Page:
Gordon Campbell | Parliament TV | Parliament Today | News Video | Crime | Employers | Housing | Immigration | Legal | Local Govt. | Maori | Welfare | Unions | Youth | Search

 


Increase KiwiSaver rates, but not this way – academic

Increase KiwiSaver rates, but not this way – academic


A Massey University KiwiSaver expert believes Labour’s proposal to introduce a variable contribution rate to compulsory KiwiSaver will have negative impacts for small businesses and those on low incomes.

Dr Claire Matthews says she “would love to see KiwiSaver rates increase – but not this way”.

“The spectre of the government meddling with KiwiSaver is not welcome,” she says. “It’s the realisation of the fears of many Kiwis, especially those who have not signed up to the scheme.

“Using KiwiSaver as a form of monetary policy is really straying away from the purpose for which it was created.”

Dr Matthews also warns that compliance costs related to constantly changing contribution rates will be particularly onerous for small businesses.

“Each time the KiwiSaver contribution rate changes, businesses will need to update their payroll systems to deduct the appropriate amount requiring additional, non-productive compliance activities.”

She also says there will be a disproportionate impact on people on low incomes and those trying to save.

“Even five dollars per week can be a significant sum for someone on a low income. And, as usual, the focus is on achieving lower rates for mortgage holders with no thought given to those with bank deposits earning lower interest income. I also question David Parker’s claim that lower interest rates would mean lower credit card rates. Credit card interest rates tend to be very inelastic.”

Meanwhile, Dr Matthews says, those on higher incomes are likely to be contributing more to their KiwiSaver plans than the minimum. “For these people, an increase in the minimum contribution rate will have no effect, thus diluting the impact of the policy on the wider economy.”

Dr Matthews also sees complications arising from tying up retirement savings and monetary policy.

“Although increasing the contribution rate to KiwiSaver is desirable, like any other change to the KiwiSaver scheme it should be done for reasons related to retirement income policies.

“While not wanting to discuss the wider issues associated with Labour’s policy on monetary policy, there has to be concern over giving multiple goals to the Reserve Bank, especially when there is potential for competing goals.”

Ends

© Scoop Media

 
 
 
 
 
Parliament Headlines | Politics Headlines | Regional Headlines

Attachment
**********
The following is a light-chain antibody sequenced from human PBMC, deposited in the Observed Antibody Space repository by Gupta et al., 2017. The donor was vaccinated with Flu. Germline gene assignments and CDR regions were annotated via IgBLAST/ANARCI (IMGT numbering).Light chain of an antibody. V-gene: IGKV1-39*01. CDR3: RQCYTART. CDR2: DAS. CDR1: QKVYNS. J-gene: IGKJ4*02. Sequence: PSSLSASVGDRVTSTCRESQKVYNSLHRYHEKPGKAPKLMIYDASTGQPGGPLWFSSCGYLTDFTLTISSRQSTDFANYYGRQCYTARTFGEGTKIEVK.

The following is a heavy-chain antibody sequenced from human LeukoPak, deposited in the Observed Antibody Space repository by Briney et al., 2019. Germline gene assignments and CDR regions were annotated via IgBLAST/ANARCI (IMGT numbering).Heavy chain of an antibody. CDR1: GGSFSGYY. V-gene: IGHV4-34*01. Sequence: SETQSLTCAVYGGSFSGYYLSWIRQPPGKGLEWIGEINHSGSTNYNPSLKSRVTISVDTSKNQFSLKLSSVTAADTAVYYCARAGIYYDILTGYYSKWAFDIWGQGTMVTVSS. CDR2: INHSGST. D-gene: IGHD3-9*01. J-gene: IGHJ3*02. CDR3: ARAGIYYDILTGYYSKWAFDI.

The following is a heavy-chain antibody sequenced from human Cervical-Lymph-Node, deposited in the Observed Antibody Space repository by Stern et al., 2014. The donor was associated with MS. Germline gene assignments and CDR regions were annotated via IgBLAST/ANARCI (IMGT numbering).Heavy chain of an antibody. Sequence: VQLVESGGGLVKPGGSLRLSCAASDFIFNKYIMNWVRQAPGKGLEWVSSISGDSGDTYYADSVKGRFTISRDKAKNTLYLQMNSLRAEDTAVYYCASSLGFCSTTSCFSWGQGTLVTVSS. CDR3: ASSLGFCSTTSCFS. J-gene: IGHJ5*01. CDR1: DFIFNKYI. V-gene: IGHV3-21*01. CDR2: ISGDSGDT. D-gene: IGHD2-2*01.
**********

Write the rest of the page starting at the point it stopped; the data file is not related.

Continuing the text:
'Tea Break Bill' Passes: Gordon Campbell On Bad Labour Laws And Poor Safety

By co-incidence, one of the prime dangers of the government’s new employment relations law has been underlined by the release of the death and injury statistics among workers at New Zealand ports. These are highly profitable enterprises for the port owners.

The Port of Tauranga for instance, is expecting its current full-year profit to be between $78 million and $83 million and other ports are enjoying similar boom times – but they are also highly dangerous places for the people who work on or around the port premises. At the Port of Tauranga, there have been 26 serious accidents since 2011, and two deaths. More>>

 

Parliament Today:

No Charges: Outcome Of Operation Clover Investigation

Police have completed a multi-agency investigation, Operation Clover, into the activities of a group calling themselves “The Roast Busters”. The 12 month enquiry focused on incidents involving allegations of sexual offending against a number of girls in the Waitemata Police district and wider Auckland area... More>>

ALSO:

UNICEF Report: NZ Cautioned On "Stagnating" Child Poverty

An international report by UNICEF has found that child poverty rates in New Zealand have barely changed since 2008, despite similar sized countries significantly reducing child poverty during the recent recession. More>>

ALSO:

Funding Report: Two Pathways For Transport In Auckland

Commissioned by Auckland Council, the group was asked to investigate two possible pathways for raising $300 million per year ($12 billion over 30 years) to pay for the improvements needed to help fix Auckland’s transport system. More>>

ALSO:

Pay Equity: Equal Pay Win In Court Of Appeal

CTU: The Court of Appeal has made a historic decision paving the way for a substantial equal pay claim for aged care workers. More>>

ALSO:

Gordon Campbell: On The TPP Finishing Line, And Amazon’s Woes

If the Trans Pacific Partnership trade deal wasn’t such a serious matter, this would be pretty funny… More>>

ALSO:

TV3 Video: Three Die On Roads Over Labour Weekend

The official holiday period ended at 6am Tuesday, with three deaths on the roads during the Labour Day weekend. More>>

Employment Relations Bill: Govt Strains To Get Tea Break Law Through

The Government has been left with egg on its face - failing to get its much-vaunted, but hugely unpopular, meal break law passed in the first week of its new term, Labour spokesperson on Labour Issues Andrew Little says. More>>

ALSO:

Guns: Police Association Call To Arm Police Full Time

"The new minister gave his view, that Police do not need to be armed, while standing on the forecourt of parliament. The dark irony was that the interview followed immediately after breaking news of a gunman running amok in the Canadian parliament in Ottawa..." More>>

ALSO:

Get More From Scoop

 

LATEST HEADLINES

 
 
 
 
 
 
 
 
Politics
Search Scoop  
 
 
Powered by Vodafone
NZ independent news